Big Data Coming to an HR Department near You

Atlanta Fed guest discusses the advancing science of hiring based on analytics

The days of making an educated guess at how a prospective employee might fit into an employer's culture are probably coming to an end. Much as advanced analytics have revolutionized everything from baseball to retailing, they are in the process of doing the same for hiring practices, according to Prasanna "Sonny" Tambe, an associate professor of information, operations and management sciences at New York University's Stern School of Business.

At a recent Public Affairs Forum at the Federal Reserve Bank of Atlanta, Tambe explained how employers are increasingly using "big data" to go beyond the resume. From monitoring Facebook pages to sponsoring "hackathons" designed to test problem-solving skills, large corporations in particular are applying analytics to sharpen hiring decisions, Tambe said. There are even online tools to measure emotional intelligence, or "EQ."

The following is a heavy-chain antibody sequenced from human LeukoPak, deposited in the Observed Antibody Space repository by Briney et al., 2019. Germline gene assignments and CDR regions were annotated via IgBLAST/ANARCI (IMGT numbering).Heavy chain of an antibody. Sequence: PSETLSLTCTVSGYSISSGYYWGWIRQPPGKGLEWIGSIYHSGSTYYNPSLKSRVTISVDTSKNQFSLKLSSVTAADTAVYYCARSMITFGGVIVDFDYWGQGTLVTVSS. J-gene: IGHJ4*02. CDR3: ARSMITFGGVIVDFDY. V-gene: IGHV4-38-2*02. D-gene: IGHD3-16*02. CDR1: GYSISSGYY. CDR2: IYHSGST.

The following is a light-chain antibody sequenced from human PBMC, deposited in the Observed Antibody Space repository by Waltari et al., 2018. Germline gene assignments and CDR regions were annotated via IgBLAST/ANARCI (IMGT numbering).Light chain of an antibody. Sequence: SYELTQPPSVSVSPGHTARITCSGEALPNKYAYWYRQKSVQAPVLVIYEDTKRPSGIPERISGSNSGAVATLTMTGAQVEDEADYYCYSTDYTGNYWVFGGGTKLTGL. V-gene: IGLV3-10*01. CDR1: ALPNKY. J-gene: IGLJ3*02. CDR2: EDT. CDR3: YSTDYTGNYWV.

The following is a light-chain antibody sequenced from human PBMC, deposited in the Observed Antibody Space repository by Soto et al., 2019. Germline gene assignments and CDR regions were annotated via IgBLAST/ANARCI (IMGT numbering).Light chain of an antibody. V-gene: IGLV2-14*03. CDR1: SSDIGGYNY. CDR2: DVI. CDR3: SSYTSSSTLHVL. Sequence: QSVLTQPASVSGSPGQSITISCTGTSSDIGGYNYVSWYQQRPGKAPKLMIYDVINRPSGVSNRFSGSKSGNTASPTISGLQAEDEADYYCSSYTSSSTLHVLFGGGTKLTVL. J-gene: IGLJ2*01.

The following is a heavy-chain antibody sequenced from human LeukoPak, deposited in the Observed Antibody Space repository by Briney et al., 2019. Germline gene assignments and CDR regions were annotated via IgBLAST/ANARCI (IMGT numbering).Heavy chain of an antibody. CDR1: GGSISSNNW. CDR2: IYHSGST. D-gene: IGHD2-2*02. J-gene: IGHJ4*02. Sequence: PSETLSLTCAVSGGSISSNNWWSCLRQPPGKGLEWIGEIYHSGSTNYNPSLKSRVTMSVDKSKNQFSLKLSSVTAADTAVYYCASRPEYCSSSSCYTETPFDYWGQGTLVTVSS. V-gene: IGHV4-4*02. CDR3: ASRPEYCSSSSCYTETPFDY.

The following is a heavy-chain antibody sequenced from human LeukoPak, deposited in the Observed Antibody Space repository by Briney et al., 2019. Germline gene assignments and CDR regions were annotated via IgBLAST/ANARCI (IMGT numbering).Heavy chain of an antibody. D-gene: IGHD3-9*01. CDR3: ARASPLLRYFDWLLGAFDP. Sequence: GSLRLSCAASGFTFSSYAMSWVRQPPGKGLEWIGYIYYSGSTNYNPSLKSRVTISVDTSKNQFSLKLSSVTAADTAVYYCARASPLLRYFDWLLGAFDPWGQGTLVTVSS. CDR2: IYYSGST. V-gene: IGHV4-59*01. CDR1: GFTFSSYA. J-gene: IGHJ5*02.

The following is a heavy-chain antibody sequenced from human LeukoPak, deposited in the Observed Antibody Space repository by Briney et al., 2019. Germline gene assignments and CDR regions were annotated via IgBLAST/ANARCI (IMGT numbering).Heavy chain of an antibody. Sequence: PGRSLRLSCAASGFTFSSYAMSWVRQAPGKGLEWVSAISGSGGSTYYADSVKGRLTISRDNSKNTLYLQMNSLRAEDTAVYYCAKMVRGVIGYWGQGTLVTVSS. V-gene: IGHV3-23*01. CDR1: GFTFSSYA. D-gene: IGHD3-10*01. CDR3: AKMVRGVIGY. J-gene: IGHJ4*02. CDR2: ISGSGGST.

He likens such applications of big data to "the ability to turn up the power of a microscope." That microscope can, for instance, track tools that rate the top 10, 20, and 30 percent of contributors to websites where IT professionals post highly technical questions. He cited another example of data-driven hiring by the ride service Uber. The company installs screens in some drivers' cars that quiz passengers on what data structure will best solve a specific logistical problem.

A key to the usefulness of those sorts of instruments is that they have amassed enough users—a million in the case of the IT advice site—to make the information credible, he added.

These sorts of methods can be used not just in hiring but also inside companies. Employers and technologists are developing ways to use data to inform decisions about what motivates people, where workers should be located in a building, or which individuals should be on teams together. Significant advances can be made especially in organizations such as consulting or accounting firms, where there are no widgets coming off a line and so outcomes are difficult to measure, Tambe noted. 

These advances do not come without challenges, to be sure. Foremost, serious cultural barriers stand in the way of widespread adoption.

"It's not an overnight thing moving to more datafication of decisions," Tambe said. "We're talking about a major cultural shift, perhaps a shift generationally."